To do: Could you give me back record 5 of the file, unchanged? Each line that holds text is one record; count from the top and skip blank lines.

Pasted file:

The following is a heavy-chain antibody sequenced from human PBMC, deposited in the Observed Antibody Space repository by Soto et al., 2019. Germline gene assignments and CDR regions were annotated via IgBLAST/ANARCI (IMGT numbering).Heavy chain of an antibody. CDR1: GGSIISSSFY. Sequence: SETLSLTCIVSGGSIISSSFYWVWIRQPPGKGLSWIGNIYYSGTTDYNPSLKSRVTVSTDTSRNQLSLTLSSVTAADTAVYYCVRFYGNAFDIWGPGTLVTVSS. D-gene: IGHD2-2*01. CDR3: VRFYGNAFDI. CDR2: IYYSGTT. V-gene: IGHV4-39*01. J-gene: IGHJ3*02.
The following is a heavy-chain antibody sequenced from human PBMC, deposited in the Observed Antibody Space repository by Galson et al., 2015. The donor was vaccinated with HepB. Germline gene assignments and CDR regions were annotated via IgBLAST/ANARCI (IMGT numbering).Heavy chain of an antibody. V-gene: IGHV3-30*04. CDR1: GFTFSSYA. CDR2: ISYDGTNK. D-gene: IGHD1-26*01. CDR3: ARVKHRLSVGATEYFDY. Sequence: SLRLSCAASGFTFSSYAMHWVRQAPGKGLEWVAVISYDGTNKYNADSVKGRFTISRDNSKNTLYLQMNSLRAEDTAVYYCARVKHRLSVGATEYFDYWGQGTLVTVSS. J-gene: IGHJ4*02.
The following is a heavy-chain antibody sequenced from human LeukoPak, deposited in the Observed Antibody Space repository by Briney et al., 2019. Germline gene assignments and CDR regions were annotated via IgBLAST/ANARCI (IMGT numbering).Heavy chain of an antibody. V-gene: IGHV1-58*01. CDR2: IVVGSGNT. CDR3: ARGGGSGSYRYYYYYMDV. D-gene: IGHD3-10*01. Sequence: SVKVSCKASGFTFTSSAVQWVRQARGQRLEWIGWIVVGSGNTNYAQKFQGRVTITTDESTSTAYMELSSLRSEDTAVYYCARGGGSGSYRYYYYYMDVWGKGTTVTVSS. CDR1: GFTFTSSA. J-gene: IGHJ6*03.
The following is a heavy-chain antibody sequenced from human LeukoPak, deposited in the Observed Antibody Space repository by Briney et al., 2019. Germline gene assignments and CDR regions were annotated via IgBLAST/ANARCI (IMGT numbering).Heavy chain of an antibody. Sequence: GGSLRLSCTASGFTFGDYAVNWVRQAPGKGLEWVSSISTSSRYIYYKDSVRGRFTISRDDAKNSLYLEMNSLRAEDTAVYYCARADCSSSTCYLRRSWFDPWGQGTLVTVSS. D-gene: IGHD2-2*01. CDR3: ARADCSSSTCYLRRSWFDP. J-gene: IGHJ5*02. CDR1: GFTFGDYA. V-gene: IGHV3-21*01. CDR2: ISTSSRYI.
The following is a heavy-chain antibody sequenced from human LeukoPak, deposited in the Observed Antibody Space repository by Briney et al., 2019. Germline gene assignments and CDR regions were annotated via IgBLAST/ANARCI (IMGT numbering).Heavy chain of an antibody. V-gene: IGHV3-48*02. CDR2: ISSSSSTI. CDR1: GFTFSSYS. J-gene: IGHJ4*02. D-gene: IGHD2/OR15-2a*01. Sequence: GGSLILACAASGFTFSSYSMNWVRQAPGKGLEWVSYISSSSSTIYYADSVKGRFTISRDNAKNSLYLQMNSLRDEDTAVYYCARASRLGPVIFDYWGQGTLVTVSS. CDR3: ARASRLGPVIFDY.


The following is a heavy-chain antibody sequenced from human LeukoPak, deposited in the Observed Antibody Space repository by Briney et al., 2019. Germline gene assignments and CDR regions were annotated via IgBLAST/ANARCI (IMGT numbering).Heavy chain of an antibody. V-gene: IGHV3-48*02. CDR2: ISSSSSTI. CDR1: GFTFSSYS. J-gene: IGHJ4*02. D-gene: IGHD2/OR15-2a*01. Sequence: GGSLILACAASGFTFSSYSMNWVRQAPGKGLEWVSYISSSSSTIYYADSVKGRFTISRDNAKNSLYLQMNSLRDEDTAVYYCARASRLGPVIFDYWGQGTLVTVSS. CDR3: ARASRLGPVIFDY.